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WASHINGTON – A car bomb explosion in the Shiite Hezbollah stronghold Dahiyeh in south Beirut that killed at least 18 people and wounded some 340 may be the beginning of a new round of Shiite-Sunni sectarian violence in Lebanon and shows al-Qaida has declared war on the Iranian-backed group, according to report from Joseph Farah’s G2 Bulletin.

The impact of this attack in a Hezbollah high security area may well prompt the resistance group, which the United States and Israel regard as a terrorist organization, to confront directly the al-Qaida-affiliated group al-Nusra. The result could become urban warfare in Beirut and the surrounding area.

Jabhat al-Nusra is linked to the armed Syrian opposition seeking to topple the regime of Syrian President Bashar al-Assad. Hezbollah and Iran back the embattled Syrian president and have sent fighters to assist the Syrian military to roll back the opposition.

In response, al-Nusra had threatened to send fighters into Lebanon to attack areas controlled by Hezbollah.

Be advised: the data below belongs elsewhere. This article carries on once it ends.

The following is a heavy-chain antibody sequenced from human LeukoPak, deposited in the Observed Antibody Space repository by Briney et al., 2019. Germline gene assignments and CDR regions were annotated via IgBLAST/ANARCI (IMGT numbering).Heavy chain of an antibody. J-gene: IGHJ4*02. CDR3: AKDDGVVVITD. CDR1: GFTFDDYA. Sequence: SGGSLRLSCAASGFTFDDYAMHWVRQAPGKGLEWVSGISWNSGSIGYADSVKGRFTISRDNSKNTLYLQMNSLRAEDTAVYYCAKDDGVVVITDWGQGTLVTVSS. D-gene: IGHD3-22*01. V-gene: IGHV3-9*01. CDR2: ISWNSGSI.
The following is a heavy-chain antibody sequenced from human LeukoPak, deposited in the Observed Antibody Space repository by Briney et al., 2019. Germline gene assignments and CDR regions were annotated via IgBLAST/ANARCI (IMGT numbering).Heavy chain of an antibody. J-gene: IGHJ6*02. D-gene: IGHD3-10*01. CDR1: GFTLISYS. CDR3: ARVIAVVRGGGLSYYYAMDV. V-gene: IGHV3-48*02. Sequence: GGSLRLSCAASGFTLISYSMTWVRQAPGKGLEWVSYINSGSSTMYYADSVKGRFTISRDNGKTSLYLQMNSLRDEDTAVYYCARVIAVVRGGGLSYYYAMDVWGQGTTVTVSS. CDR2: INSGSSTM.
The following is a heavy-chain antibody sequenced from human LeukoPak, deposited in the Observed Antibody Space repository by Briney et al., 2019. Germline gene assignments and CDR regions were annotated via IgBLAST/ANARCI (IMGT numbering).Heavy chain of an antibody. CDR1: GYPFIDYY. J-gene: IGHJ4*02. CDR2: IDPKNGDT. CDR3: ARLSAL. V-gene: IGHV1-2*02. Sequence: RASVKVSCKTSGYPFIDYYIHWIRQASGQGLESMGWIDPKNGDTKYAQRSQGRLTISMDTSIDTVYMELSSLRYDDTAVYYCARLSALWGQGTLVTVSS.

This latest explosion is the largest to date of such attacks on Hezbollah areas of control and is considered the most significant since the end of the 1975-1990 civil war in Lebanon.

“Observing the massive response as it is unfolding,” one source at the scene emailed to WND, “This (attack) is major – al-Nusra has set up operations in Dahiyeh? Looks like war.

“Hezbollah is everywhere – not with guns by the hundreds but by the thousands!” the source said. “Checkpoints are every 100 yards.”

This explosion follows another car bomb that detonated last month in the same Hezbollah area of Dahiyeh, but there were no casualties then.

“It was clear that this was an attack on Hezbollah,” said the owner of a restaurant just around the corner from the blast site.

The explosion blew a hole in the street between two tall apartment buildings and blew off the fronts of shops, setting a dozen of cars on fire. Bodies littered the street.

The source initially described to WND the location of some stores and a butcher shop next to a Banque Libano-Francaise and a Harkous Chicken Restaurant.

However, as he looked more closely at what he thought initially were sheep or cow carcasses – a common sight in the area – something he saw turned out to be the shredded body of the alleged perpetrator. The attacker had been thrown across the road and the body was lodged between two thick workmen’s planks hanging some 12 feet off the ground on a rusty, thick metal scaffolding.

In addition to injuring 340 people, the blast also left some 350 families displaced.

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